DVD releases are slippery critters: one minute they are there and the next they are gone. I recently picked up a New Yorker from October and it mentioned the release of the Huillet-Straub film Moses and Aaron. Really? Well sort of. Online retailers (Amazon and DVD Empire) list a release date of January 27, 2009. However. Online rental services (Greencine and Netflix) have it available for queuing. Long story short, this film is or will be out on DVD and I apologize for oversights or mistakes.
Chungking Express Criterion (1994) directed by Wong Kar Wai
So so so exciting. A US DVD release of Chungking Express without Quentin Tarantino's flap trap. Of course, it's good for other reasons as well: it is going to look 10 times better than that Rolling Thunder release (and 50 times better than my Ocean Shores release); it's got an audio commentary from Tony Rayns and an essay by Amy Taubin (two of my favorite cinephile writers); and there's a BBC dealy-o called "Moving Images" that includes Wong and wild man cinematographer Chris Doyle. I shan't count the ways I love Chungking Express because it would take too long. From Kai Tak Airport and the resulting city flyovers to an incognito Brigitte Lin in her last film, I love-a-dove this movie. Being able to see the much improved Chungking Express on DVD and the revamping of Ashes of Time in the theater within the span of a month may be too much for me to handle. (For those interested, the first batch of Blu-Ray from Criterion come out December 16, including Chungking Express. I have pre-ordered my first Blu-Ray DVD!)
Still Life (2006) directed by Jia Zhangke
One of the best films from last year, Jia Zhangke's Still Life played this Spring at at MSPIFF. If Platform showed a generation reaching for the 21st century, Still Life shows them struggling in it. Contemplative and embellished, Still Life is near perfection. The literal translation of the title is "the good people of the Three Gorges" and indeed the film takes place in Fengjie, a town that will soon disappear under the flood waters of the Three Gorges Dam. Still Life is not only a study of the physical landscape of this town, but also a study of the people who live there.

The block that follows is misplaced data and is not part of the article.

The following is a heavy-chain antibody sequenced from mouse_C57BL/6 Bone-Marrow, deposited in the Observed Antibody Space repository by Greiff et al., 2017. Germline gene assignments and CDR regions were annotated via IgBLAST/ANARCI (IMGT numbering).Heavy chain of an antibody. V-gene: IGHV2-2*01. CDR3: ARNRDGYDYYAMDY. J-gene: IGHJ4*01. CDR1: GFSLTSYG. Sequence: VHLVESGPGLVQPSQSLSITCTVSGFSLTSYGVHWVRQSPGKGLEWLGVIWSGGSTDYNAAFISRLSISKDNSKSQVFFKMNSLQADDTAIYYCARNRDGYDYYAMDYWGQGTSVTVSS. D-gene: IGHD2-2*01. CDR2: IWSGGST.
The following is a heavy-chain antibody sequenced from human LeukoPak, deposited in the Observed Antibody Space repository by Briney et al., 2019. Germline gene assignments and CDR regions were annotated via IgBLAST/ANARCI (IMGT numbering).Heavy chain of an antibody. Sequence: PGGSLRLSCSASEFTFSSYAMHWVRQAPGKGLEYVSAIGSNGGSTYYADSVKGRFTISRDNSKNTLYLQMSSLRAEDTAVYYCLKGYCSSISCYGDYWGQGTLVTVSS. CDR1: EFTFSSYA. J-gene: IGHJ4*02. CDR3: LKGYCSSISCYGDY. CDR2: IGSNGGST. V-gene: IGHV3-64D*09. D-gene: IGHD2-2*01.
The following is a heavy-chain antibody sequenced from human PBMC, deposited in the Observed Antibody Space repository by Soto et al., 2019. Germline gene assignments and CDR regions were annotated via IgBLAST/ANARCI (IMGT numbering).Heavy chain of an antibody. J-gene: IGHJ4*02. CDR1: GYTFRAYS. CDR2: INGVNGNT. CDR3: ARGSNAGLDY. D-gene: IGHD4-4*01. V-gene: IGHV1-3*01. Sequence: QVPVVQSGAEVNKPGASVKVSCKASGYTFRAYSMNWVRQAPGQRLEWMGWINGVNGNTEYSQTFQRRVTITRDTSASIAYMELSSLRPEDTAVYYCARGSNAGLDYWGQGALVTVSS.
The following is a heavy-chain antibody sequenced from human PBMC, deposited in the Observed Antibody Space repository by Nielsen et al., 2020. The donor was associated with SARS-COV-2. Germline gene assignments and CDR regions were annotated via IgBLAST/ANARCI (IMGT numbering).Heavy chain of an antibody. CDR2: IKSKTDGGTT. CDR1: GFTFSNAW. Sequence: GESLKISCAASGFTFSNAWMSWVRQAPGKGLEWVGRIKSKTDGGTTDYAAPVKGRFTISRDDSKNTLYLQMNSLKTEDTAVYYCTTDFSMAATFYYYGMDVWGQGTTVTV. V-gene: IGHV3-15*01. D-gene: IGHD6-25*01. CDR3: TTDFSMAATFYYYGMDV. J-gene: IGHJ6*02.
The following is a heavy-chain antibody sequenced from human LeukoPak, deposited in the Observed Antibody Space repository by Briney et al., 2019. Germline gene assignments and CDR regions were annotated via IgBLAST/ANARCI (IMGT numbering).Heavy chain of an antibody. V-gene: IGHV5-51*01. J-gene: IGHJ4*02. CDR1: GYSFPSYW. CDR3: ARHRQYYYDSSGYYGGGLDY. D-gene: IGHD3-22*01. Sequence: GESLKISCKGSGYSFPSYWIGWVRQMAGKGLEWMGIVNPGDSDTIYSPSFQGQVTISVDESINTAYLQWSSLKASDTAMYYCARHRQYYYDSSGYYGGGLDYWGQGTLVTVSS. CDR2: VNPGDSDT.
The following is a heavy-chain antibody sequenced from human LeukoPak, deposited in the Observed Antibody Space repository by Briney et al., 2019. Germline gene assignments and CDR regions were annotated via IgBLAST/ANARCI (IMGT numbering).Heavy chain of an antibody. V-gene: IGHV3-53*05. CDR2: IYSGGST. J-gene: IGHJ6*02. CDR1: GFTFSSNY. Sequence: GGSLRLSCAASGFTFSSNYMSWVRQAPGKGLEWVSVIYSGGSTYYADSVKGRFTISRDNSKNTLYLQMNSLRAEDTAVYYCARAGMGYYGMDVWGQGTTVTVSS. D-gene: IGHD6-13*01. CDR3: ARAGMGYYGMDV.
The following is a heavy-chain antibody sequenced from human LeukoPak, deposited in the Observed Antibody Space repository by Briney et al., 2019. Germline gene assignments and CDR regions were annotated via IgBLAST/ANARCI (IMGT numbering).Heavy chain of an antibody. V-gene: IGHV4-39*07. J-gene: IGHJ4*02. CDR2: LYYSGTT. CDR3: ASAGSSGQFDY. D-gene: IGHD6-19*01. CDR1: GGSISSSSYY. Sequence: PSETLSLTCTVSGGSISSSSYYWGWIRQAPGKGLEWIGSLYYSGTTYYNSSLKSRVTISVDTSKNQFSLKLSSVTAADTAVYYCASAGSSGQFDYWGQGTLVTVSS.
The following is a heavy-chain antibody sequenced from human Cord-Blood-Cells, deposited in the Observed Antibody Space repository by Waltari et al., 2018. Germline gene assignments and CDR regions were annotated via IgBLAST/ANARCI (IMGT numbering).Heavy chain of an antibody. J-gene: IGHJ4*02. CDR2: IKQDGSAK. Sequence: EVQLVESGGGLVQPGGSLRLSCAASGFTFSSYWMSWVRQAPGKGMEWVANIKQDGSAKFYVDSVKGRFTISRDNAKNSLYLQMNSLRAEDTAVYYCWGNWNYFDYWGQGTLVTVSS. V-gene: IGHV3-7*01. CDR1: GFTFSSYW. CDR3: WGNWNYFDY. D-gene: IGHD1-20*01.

Silence of the Sea (2004) directed by Vahid Mousaian
This looks like a worthy under the radar film. Settled comfortably in Sweden, Siavash finds himself at middle age consumed with guilt for having abandoned his parents when he left Iran. A hasty attempt to return finds Siavash stranded in the free port of Qeshm, an island no-man's-land, where the locals are as puzzled by this backwards-fleeing refugee as he is by their unfamiliar customs.
Part-Time Work of a Domestic Slave (1972) directed by Alexander Kluge
Yet another release from this mysterious Alexander Kluge. I highlighted the release of Yesterday Girl a couple months back. When I get around to watching one of these, I will post my thoughts.
The Spy Who Came in From the Cold Criterion (1965) and Sounder (1972) directed by Martin Ritt
Although I can't personally attest to The Spy Who Came in From the Cold, Criterion can. And if I am to deem The Calamari Wrestler as worthy watching, I'm sure this is too. Also released this week (in a much more modest form) is Ritt's adaptation of Sounder. I really loved this movie as a kid, and I'm sure I haven't seen it for at least 25 years.
Bottle Rocket Criterion (1996) directed by Wes Anderson
Let me just say that my short love affair with Wes Anderson started and ended here. Two films later I realized Anderson was working on films I simply wasn't interested in, to the point were I have skipped his last two. Sue me. However, I still think of Bottle Rocket without my Wes Anderson baggage that I enjoyed at the time.